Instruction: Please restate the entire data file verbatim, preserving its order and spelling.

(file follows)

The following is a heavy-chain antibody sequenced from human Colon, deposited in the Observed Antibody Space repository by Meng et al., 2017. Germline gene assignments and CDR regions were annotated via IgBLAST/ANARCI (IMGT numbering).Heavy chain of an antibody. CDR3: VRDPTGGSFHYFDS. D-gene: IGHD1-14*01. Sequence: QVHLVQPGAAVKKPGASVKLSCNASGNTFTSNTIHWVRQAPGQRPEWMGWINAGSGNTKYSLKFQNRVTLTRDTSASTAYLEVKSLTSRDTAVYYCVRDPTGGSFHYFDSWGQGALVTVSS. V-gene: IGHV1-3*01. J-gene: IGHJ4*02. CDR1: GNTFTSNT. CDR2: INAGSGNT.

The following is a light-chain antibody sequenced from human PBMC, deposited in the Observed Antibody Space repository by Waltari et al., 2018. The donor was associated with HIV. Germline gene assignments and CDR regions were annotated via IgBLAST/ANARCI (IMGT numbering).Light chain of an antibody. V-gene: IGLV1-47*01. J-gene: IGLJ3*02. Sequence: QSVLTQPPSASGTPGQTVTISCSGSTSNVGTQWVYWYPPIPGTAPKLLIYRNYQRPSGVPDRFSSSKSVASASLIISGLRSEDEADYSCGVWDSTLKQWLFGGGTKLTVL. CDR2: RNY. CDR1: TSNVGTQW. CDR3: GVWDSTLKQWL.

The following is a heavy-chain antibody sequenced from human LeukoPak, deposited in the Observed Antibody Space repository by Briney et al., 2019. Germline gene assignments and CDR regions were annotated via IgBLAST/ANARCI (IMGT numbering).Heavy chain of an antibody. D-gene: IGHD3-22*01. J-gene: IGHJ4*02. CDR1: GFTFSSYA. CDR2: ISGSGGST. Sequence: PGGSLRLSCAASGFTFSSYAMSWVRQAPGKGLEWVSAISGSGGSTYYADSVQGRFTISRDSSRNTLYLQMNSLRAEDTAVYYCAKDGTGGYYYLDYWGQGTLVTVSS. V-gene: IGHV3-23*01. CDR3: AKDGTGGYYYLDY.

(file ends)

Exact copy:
The following is a heavy-chain antibody sequenced from human Colon, deposited in the Observed Antibody Space repository by Meng et al., 2017. Germline gene assignments and CDR regions were annotated via IgBLAST/ANARCI (IMGT numbering).Heavy chain of an antibody. CDR3: VRDPTGGSFHYFDS. D-gene: IGHD1-14*01. Sequence: QVHLVQPGAAVKKPGASVKLSCNASGNTFTSNTIHWVRQAPGQRPEWMGWINAGSGNTKYSLKFQNRVTLTRDTSASTAYLEVKSLTSRDTAVYYCVRDPTGGSFHYFDSWGQGALVTVSS. V-gene: IGHV1-3*01. J-gene: IGHJ4*02. CDR1: GNTFTSNT. CDR2: INAGSGNT.

The following is a light-chain antibody sequenced from human PBMC, deposited in the Observed Antibody Space repository by Waltari et al., 2018. The donor was associated with HIV. Germline gene assignments and CDR regions were annotated via IgBLAST/ANARCI (IMGT numbering).Light chain of an antibody. V-gene: IGLV1-47*01. J-gene: IGLJ3*02. Sequence: QSVLTQPPSASGTPGQTVTISCSGSTSNVGTQWVYWYPPIPGTAPKLLIYRNYQRPSGVPDRFSSSKSVASASLIISGLRSEDEADYSCGVWDSTLKQWLFGGGTKLTVL. CDR2: RNY. CDR1: TSNVGTQW. CDR3: GVWDSTLKQWL.

The following is a heavy-chain antibody sequenced from human LeukoPak, deposited in the Observed Antibody Space repository by Briney et al., 2019. Germline gene assignments and CDR regions were annotated via IgBLAST/ANARCI (IMGT numbering).Heavy chain of an antibody. D-gene: IGHD3-22*01. J-gene: IGHJ4*02. CDR1: GFTFSSYA. CDR2: ISGSGGST. Sequence: PGGSLRLSCAASGFTFSSYAMSWVRQAPGKGLEWVSAISGSGGSTYYADSVQGRFTISRDSSRNTLYLQMNSLRAEDTAVYYCAKDGTGGYYYLDYWGQGTLVTVSS. V-gene: IGHV3-23*01. CDR3: AKDGTGGYYYLDY.